My son Jacob is an apprentice in the Motivationalists, an avant-garde art movement for teenagers — sort of like Little League for conceptual and performance artists.
This all started when my wife Carol suggested we force him into an extracurricular activity, anything to increase his chances of getting into a good university. We spent an hour flipping through a guide book from the Community Recreation Centre. She suggested a beginner’s sushi class, something that will, apparently, separate him from the crowd. He always enjoyed cooking for us, that is, until I jokingly called eating his veggie burgers a human-rights violation. After my suggestion of tai chi was shot down, I settled for a weekly arts night. Jacob came home from the first meeting and handed us a pamphlet entitled The First Manifesto of the Motivationalists. After he went to his room, and over another pot of coffee, we learned that this group embraces subversion and civic pride. Also, painting, sculpting, or learning how to do anything useful is frowned upon.
His interest in art began with a poster he bought in junior high with his “lawn-mowing salary” (a Salvador Dali painting, the one with those weird-looking giant elephants with skinny legs). But now it’s painfully obvious, according to our budding critic, that Dali is merely wallpaper for middle-class people with no sophistication. He now prefers to create his own art from things he finds in the trash, or sketching Brueghel’s depictions of hell onto his bedroom walls with the aid of a projector — with a level of sophistication only slightly above his former crayon etchings of dragons and fairies.
I’m sure most fathers of sixteen-year-old boys are too busy worrying about late-night parties, insolence, unprotected sex, and experimentation with drugs to care about “sufficient gallery lighting in their garage.” Actually, a substantial drug habit might help explain Jacob’s behaviour over the past few weeks. I’m sure if I submitted his latest work to a group of psychoanalysts, at least one would drop all their clients to study this new phenomenon exclusively. Jacob is unemployed; the least he could do is make someone else’s career. He should be graduating from high school next year and has no plans for the future. I realize this is the last summer where we can rationalize his behaviour as just another phase. Soon we’ll have to face that he’s a grown man, and this is no longer idle experimentation, it’s a lifestyle.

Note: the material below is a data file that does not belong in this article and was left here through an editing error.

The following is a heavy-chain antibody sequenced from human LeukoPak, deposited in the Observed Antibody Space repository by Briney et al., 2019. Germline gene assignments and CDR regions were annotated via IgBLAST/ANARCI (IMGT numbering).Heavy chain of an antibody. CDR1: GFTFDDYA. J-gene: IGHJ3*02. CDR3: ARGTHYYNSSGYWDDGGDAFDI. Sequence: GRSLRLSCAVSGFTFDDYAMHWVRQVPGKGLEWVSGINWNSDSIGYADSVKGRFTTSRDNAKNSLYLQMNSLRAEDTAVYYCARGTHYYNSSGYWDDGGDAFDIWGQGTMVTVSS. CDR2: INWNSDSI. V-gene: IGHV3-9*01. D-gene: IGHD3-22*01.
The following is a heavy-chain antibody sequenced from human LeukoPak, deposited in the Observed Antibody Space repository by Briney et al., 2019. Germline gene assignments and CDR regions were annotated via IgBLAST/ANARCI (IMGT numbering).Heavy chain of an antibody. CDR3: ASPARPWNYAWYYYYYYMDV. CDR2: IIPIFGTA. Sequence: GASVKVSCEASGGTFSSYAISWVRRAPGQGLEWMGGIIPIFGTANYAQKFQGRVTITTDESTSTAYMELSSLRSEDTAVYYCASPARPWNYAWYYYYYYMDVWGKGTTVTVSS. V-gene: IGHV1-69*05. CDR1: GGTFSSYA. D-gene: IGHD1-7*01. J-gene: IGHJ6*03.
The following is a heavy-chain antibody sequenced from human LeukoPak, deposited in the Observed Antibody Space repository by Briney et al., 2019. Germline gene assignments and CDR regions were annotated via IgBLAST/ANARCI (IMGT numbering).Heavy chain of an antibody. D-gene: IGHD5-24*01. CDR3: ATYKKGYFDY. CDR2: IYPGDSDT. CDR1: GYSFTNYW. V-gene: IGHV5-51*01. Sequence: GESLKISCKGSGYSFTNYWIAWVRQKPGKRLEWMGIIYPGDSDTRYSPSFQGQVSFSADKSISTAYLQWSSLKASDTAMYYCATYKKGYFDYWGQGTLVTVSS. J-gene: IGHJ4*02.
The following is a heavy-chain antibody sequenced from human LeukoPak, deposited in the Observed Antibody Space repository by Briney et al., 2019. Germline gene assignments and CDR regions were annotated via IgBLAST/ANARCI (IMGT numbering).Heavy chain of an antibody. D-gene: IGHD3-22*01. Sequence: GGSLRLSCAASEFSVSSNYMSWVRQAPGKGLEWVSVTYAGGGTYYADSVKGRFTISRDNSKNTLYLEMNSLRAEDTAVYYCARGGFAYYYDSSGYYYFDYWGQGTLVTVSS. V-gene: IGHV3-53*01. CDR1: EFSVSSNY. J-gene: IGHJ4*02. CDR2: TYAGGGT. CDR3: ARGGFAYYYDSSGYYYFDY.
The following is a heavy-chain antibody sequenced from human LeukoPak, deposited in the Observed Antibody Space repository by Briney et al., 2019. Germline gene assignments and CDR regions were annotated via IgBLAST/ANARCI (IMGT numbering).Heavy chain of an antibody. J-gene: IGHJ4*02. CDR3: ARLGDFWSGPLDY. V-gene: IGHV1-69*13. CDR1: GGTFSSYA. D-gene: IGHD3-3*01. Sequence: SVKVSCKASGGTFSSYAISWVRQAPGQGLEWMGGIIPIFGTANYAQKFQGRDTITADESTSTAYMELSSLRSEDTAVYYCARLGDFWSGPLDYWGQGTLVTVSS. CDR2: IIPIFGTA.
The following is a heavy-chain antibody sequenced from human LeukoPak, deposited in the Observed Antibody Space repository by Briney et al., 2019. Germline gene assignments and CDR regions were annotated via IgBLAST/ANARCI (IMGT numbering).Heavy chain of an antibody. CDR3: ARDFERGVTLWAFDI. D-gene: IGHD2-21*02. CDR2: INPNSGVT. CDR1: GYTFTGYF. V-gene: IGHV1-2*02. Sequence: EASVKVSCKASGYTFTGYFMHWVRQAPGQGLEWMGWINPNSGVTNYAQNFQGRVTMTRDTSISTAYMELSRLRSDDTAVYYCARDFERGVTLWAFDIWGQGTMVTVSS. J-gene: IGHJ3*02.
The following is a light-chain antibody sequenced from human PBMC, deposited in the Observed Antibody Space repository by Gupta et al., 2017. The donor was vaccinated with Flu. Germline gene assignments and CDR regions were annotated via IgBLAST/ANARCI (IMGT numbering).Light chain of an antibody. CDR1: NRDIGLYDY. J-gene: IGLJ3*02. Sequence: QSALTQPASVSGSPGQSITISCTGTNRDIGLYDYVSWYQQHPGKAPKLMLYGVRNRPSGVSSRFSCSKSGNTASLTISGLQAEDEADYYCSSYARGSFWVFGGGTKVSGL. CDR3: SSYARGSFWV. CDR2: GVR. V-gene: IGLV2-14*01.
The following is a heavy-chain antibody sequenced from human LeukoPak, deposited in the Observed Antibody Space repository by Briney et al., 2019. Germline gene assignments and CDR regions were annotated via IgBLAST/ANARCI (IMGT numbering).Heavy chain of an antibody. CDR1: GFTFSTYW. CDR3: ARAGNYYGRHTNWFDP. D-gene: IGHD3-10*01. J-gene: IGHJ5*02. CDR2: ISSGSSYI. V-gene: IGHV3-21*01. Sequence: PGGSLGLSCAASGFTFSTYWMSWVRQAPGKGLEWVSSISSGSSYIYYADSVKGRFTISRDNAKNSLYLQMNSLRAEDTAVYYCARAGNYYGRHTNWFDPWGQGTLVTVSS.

At least an interest in sports or some form of conventional performing art would lend itself to conversation. Even if he played tennis, or took up theatre, I could think of something to say to him or questions to ask afterwards. Carol and I never meet with the other parents or the equivalent of his coach, Mr. Nero — that’s his “professional name.” After retiring as a high-school art teacher, this man decided to volunteer his time inspiring the next generation of kids to take their eccentricity to full-blown paranoia.
Jacob spent most of last week in the garage preparing for today’s inaugural show — something my wife and I were both hoping might be cancelled. Or at least that’s what I wanted Carol to think. Jacob rode his bike into town this morning, presumably to give into anxiety, but it turned out that he just needed to buy more supplies: two packs of foil, a can of gold spray paint, Halloween masks, and several plaid shirts from the Salvation Army. When I asked Jacob why he had to hold his show in the garage, he pointed to a piece of paper taped to the floor which read: We are afraid of our neighbours; garages become decompression tanks that connect our homes to the outside world but insulate us from social contact. Today, we expose this once private property to cleansing sunlight. This small room becomes a site for revelations and confrontation.
I had to admit that first part made sense. I just wanted it to be someone else’s garage. We’ve only lived here for two months. Barely enough time to make any real connections. This kind of thing would be fine among old friends, or long-time acquaintances. Now we’ll be forever branded as that weird family, the ones to watch out for. I was already concerned when I noticed parts of the Conservative Party’s logo being used in his artwork. A rash of political activism had recently created quite a stir in our tiny suburban corner. I never suspected him at the time, but at least he democratically raided all parties, even tracking down the sole Green Party banner.